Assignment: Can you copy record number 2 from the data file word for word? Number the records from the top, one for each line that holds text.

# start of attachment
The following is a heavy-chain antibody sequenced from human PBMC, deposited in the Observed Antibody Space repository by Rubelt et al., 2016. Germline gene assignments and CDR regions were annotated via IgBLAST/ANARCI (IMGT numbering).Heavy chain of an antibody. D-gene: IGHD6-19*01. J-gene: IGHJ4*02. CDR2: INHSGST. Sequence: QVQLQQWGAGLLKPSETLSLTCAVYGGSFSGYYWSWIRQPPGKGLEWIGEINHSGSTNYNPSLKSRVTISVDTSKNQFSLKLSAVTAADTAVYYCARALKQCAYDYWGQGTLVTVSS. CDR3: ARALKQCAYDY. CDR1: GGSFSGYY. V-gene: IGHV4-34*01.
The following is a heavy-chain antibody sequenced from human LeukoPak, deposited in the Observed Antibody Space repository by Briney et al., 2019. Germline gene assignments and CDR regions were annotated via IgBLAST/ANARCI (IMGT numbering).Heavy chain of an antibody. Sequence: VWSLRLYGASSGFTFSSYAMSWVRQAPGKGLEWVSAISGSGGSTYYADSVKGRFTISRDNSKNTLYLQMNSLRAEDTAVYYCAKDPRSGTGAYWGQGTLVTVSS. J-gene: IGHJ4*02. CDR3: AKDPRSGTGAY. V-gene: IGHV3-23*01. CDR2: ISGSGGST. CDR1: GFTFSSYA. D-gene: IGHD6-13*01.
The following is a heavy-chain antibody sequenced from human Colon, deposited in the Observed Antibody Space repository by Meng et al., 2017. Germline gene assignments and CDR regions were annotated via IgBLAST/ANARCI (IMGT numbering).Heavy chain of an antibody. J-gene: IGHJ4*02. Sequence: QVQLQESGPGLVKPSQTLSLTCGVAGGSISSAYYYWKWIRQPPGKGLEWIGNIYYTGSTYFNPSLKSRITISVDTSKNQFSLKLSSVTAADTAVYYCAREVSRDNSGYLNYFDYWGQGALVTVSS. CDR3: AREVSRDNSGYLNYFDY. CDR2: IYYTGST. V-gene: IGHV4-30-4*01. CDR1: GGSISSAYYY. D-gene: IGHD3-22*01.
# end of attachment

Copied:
The following is a heavy-chain antibody sequenced from human LeukoPak, deposited in the Observed Antibody Space repository by Briney et al., 2019. Germline gene assignments and CDR regions were annotated via IgBLAST/ANARCI (IMGT numbering).Heavy chain of an antibody. Sequence: VWSLRLYGASSGFTFSSYAMSWVRQAPGKGLEWVSAISGSGGSTYYADSVKGRFTISRDNSKNTLYLQMNSLRAEDTAVYYCAKDPRSGTGAYWGQGTLVTVSS. J-gene: IGHJ4*02. CDR3: AKDPRSGTGAY. V-gene: IGHV3-23*01. CDR2: ISGSGGST. CDR1: GFTFSSYA. D-gene: IGHD6-13*01.